It must be remarked that rum from the French West Indies is nothing like rum from the other Caribbean islands which is made out of treacle and which offers no subtle aroma and can only be consumed if mixed with fruit juice.

Today, distilleries are popular tourist places in the West Indies. Witnesses of the colonial past of the islands and symbols of those days gone by, they have made a lot of effort to restore the old houses and windmills, by making the domains look nice to welcome visitors in well tended surroundings, giving more than its due to the heritage of history. Visits enable you to understand the different stages of rum making, to be introduced to the history of rum and its secrets but also you can taste it and buy cartons of 3 to 6 bottles wrapped up specially for transport by plane.

Which is the best rum you say? well it's all down to personal taste : you can make up your own mind by tasting different rums on site. Nevertheless, among the 12 distilleries on the island, 3 brands share the top rankings. In Guadeloupe, amongst the diversity of the brands, Damoiseau rum is particularly popular in Grande Terre whereas in Basse Terre, tastes are more oriented towards Bologne rum.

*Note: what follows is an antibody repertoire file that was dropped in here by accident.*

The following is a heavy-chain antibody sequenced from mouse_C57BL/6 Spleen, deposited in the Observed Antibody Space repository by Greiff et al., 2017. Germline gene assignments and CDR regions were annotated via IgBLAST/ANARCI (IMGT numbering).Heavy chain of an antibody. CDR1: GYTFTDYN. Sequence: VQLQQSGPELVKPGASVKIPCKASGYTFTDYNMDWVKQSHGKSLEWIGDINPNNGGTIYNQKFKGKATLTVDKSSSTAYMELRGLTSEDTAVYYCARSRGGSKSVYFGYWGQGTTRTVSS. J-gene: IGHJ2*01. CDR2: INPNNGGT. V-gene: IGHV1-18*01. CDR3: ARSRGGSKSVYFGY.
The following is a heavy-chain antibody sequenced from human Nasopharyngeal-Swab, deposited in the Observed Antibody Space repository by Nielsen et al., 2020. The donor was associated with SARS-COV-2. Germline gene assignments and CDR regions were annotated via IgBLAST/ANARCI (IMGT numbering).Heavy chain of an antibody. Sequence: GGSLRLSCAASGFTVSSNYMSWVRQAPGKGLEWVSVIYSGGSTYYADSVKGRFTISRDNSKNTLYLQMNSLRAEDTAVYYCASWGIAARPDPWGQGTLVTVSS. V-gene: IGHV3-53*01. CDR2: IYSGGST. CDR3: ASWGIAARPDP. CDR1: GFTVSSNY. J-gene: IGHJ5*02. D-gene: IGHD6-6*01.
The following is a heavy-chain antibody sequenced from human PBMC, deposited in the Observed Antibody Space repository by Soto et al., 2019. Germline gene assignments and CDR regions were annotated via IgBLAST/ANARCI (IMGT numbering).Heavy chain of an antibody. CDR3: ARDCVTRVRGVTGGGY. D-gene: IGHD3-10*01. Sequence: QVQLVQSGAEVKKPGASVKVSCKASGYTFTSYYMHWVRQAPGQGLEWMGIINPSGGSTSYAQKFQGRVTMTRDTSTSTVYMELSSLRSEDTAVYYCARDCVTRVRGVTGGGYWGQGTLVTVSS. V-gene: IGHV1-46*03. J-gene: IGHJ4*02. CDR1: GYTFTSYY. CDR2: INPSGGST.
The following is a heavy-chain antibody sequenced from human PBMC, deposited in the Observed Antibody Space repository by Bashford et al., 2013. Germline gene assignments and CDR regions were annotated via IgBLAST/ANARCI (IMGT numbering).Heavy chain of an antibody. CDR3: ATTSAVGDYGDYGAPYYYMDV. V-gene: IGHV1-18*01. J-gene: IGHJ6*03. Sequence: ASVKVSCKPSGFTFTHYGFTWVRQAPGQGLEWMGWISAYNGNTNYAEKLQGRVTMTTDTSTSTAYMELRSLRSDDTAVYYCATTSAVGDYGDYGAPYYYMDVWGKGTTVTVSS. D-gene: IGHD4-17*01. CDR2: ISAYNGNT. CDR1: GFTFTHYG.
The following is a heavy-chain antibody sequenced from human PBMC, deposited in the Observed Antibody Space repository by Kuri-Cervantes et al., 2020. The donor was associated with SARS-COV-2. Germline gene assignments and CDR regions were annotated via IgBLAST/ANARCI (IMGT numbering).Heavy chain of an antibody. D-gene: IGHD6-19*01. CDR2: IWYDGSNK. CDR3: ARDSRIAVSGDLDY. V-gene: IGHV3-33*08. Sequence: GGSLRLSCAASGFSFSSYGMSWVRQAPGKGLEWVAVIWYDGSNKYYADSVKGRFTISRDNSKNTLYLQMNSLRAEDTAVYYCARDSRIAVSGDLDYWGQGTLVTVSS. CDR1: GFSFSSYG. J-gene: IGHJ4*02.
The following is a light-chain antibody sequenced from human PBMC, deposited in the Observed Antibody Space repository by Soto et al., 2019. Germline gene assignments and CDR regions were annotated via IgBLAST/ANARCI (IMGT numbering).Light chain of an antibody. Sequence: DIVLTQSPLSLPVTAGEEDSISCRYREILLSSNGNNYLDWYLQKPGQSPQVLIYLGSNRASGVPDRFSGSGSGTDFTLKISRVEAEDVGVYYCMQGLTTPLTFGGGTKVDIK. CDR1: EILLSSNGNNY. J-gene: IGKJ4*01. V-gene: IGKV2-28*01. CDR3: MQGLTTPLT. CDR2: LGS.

Rum has a social vocation in the West Indies : it gathers friends together, reconciles ennemies, peps up the weak, uninhibits the shy and accompanies all local celebrations from the ball to the funeral vigil. It punctuates the day with evocative names for a break such as the classic "wake-up call" in the morning, the "ti-lagoutte" at 11 am, the famous ti-punch for the apéritif or finally the "pété-pié", the last glass of the evening.
But there are also curative virtues because it helps to heal especially insect bites or disinfects wounds. Embellished with roots and other macerated plants, it heals rhumatisms, headaches, stomach pains,… Including the famous "bandaged wood" with a mabri bark base whose stimulating virtues contribute to wake the vigueur of lovers.

Rum can be consumed in various places. In bars prepared ti-punch is served and are often expensive and designed for tourists.To appreciate it the way the locals serve it it is best to go to the many small cafes and other grocer's where you will be brought the bottle of your choice to your table, sugar, pieces of lime on a saucer and a jug of water the put out the fire. You only pay for what you consume. At home, preferably on a terrace or under a veranda, rum is prepared and served by the master of the house to each person's taste, with old rum or white rum, with sugar, with or without ice, fruit or lime.
There are several different ways to consume rum. Regular drinkers or workers drink it "sec-sec" (neat) or drink a glass of water afterwards : this is called a "ti-sec" (little neat). Most often it is drunk as a " ti-punch" that is to say accompanied with sirop or sugar cane with lime. Fruit punch is obtained by macerating the pulp or the skin or tropical fruit and is consumed accompanied by cane syrup. Finally rum can also be drunk with orange juice or fruit juice such as a planter's punch but also as cocktails like daîquiris and pina coladas.